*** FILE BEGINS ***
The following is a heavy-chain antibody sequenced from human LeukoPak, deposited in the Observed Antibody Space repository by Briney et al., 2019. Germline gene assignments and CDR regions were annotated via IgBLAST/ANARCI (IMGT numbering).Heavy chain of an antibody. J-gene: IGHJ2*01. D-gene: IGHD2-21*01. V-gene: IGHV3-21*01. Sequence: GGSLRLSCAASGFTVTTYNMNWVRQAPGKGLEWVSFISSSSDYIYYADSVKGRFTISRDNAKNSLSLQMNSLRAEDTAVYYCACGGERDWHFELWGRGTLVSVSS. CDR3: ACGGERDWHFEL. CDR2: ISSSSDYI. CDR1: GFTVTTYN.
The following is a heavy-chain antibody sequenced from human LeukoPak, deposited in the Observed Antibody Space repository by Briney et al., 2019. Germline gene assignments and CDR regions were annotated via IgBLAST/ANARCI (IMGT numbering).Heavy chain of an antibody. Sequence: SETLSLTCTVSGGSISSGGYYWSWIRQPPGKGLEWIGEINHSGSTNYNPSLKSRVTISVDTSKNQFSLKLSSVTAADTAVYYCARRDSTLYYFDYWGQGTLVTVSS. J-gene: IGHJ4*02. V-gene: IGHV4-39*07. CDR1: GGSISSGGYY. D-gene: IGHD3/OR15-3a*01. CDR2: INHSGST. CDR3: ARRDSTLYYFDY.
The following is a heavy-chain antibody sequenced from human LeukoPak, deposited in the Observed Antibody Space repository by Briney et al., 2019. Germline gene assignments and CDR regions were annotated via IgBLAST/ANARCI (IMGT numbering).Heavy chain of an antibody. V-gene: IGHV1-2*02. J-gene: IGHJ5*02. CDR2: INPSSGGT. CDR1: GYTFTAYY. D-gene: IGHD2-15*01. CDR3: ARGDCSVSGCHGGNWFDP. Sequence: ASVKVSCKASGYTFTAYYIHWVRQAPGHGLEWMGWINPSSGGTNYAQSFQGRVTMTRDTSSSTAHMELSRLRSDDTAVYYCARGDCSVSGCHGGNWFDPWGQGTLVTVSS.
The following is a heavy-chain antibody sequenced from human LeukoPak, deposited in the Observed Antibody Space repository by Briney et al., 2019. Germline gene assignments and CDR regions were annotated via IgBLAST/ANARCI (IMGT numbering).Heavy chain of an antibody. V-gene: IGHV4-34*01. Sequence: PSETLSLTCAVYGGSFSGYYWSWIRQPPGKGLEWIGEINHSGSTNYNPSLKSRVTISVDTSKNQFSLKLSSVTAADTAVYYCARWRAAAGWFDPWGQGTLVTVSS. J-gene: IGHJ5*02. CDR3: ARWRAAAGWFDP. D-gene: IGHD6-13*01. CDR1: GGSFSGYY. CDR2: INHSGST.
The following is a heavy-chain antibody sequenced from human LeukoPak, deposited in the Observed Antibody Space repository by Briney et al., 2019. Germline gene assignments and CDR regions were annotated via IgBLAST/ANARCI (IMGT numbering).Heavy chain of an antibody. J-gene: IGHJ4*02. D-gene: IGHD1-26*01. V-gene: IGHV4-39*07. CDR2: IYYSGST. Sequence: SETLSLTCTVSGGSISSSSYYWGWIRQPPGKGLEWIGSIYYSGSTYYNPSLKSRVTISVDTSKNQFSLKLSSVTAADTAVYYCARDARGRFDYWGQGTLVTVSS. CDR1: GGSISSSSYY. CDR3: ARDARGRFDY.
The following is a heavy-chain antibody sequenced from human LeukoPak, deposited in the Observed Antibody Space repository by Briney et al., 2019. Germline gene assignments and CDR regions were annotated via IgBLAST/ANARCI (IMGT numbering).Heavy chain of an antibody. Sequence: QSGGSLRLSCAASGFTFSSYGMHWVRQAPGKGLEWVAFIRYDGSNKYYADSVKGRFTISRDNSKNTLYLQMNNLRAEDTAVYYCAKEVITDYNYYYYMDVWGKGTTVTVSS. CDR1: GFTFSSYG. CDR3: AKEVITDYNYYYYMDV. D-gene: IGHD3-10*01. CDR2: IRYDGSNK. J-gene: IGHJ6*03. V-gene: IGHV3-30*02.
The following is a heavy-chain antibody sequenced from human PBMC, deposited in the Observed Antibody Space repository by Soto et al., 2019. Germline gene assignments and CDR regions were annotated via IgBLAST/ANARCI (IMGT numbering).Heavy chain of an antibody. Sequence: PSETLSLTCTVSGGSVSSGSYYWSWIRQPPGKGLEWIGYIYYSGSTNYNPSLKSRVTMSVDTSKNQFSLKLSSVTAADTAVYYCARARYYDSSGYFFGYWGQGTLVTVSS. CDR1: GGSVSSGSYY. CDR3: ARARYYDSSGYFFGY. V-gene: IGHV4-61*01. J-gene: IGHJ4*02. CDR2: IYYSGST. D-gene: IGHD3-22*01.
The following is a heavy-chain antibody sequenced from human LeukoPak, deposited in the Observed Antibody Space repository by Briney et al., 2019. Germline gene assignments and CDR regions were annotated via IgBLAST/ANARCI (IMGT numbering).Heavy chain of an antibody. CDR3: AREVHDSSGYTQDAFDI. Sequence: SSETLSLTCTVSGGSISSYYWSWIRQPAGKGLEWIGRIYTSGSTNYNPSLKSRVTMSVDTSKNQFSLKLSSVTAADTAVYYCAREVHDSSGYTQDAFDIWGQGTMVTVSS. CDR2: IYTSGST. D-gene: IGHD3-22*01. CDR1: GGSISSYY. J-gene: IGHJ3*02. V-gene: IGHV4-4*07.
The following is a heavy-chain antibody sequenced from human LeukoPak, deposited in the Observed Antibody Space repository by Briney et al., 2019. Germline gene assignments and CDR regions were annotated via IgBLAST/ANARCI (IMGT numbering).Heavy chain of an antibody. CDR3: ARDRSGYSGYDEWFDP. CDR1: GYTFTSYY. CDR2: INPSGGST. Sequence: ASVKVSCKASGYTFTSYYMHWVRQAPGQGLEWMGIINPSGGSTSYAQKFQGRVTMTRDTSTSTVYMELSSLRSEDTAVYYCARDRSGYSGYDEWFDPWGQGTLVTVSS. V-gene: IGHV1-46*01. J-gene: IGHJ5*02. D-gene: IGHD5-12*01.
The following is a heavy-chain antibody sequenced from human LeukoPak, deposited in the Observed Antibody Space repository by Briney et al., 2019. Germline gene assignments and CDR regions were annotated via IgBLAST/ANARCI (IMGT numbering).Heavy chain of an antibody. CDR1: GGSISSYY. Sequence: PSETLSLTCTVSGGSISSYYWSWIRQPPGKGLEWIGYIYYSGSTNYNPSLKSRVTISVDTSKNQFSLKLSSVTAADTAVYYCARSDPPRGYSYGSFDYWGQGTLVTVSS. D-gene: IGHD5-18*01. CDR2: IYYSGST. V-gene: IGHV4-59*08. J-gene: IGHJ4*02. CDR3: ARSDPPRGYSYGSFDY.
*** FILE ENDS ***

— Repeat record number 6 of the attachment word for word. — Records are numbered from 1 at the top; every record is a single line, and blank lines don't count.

The following is a heavy-chain antibody sequenced from human LeukoPak, deposited in the Observed Antibody Space repository by Briney et al., 2019. Germline gene assignments and CDR regions were annotated via IgBLAST/ANARCI (IMGT numbering).Heavy chain of an antibody. Sequence: QSGGSLRLSCAASGFTFSSYGMHWVRQAPGKGLEWVAFIRYDGSNKYYADSVKGRFTISRDNSKNTLYLQMNNLRAEDTAVYYCAKEVITDYNYYYYMDVWGKGTTVTVSS. CDR1: GFTFSSYG. CDR3: AKEVITDYNYYYYMDV. D-gene: IGHD3-10*01. CDR2: IRYDGSNK. J-gene: IGHJ6*03. V-gene: IGHV3-30*02.